If Professor Singer in fact says what Charles reports him as saying, then I think he is mistaken. We do not "recognize in our culture through our abortion policy” that "prenatal children are human beings, but are not persons because they have no rational and self-aware interests." Our abortion policy (to the, alas, very large extent that it is "pro-choice") has been established by the courts on the fundamental basis of the Supreme Court's 1973 ruling in Roe v. Wade. That decision was a disgrace in its reasoning (or, more accurately, its lack of reasoning); but whatever its faults, it did not base the alleged constitutional right to abortion on the proposition that “pre-natal children are human beings, but not persons because they have no rational and self-aware interests." That might be Peter Singer's view of why abortion should be permitted, and Charles may think (though I don’t) that there are strong arguments for it, but it was not anything remotely like the argument advanced by Harry Blackmun and joined by six of his brethren. Their proposition was that there is some great and quite possibly unfathomable mystery as to when the life of a new human being begins, and that since scientists, philosophers, theologians, and others disagree about that, states are not entitled to base their public policy on a particular view of the matter. Therefore, abortion must be legal through the first six months of pregnancy, and must also be legal when indicated to preserve maternal “health” (understood in the widest possible sense as including “all factors,” even those going beyond physical well-being) even in the third trimester after the child is viable. I would not say that this is moral madness; only that it is appalling science (for reasons Peter Singer could have explained to Harry Blackmun and did once, in the letters section of the New York Times, explain to the apparently befuddled Mario Cuomo) and incompetent reasoning.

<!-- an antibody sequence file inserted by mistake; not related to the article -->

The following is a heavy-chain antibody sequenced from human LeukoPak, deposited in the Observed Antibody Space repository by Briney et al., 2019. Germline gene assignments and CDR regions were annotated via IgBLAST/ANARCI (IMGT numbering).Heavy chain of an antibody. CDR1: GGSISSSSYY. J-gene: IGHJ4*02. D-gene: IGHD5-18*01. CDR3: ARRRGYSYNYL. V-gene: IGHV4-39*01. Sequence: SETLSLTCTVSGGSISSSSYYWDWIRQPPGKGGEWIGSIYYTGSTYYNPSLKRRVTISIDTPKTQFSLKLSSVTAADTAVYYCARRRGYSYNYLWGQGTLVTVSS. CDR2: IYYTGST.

Nor do I think, though perhaps I am wrong about this, that millions of people share Singer's view that unborn children are human beings but aren't bearers of intrinsic worth, dignity, and rights (in other words, they aren't "persons") because to have worth, dignity, and rights it's not enough that one be a human being—you've got to be something that some human beings are and others (unborn children, infants, severely mentally handicapped people, people suffering from advanced dementias) are not, namely, a "person." If millions of people believed that, then (since the implications for infanticide are clear, and were clear before the Journal of Medical Ethics published its recent paper), then millions of people would think that infanticide is perfectly morally permissible. The same for actively killing very severely mentally handicapped people and people in comas and minimally conscious states. And I don't see evidence of that. The vast majority of pro-choice people I talk to are not Singerites. They are people who have been sold the idea that we can't really know "when life begins" or "when an immortal soul enters the body," or some such false (anyone interested in when life begins can look it up in any work of modern human embryology or developmental biology) or irrelevant (ensoulment simply isn’t the issue—laws against homicide are not premised on a belief in immortality, and atheists cheerfully support them) thing. Often, they imagine that it is a deep "religious" question of some kind that is opaque to reasoning, and that therefore prohibiting abortion before [choose your arbitrary “marker event”: fetal viability, the capacity to feel pain, “quickening,” the emergence of detectable brain functioning, heart beat . . . ] is an imposition of religious doctrine.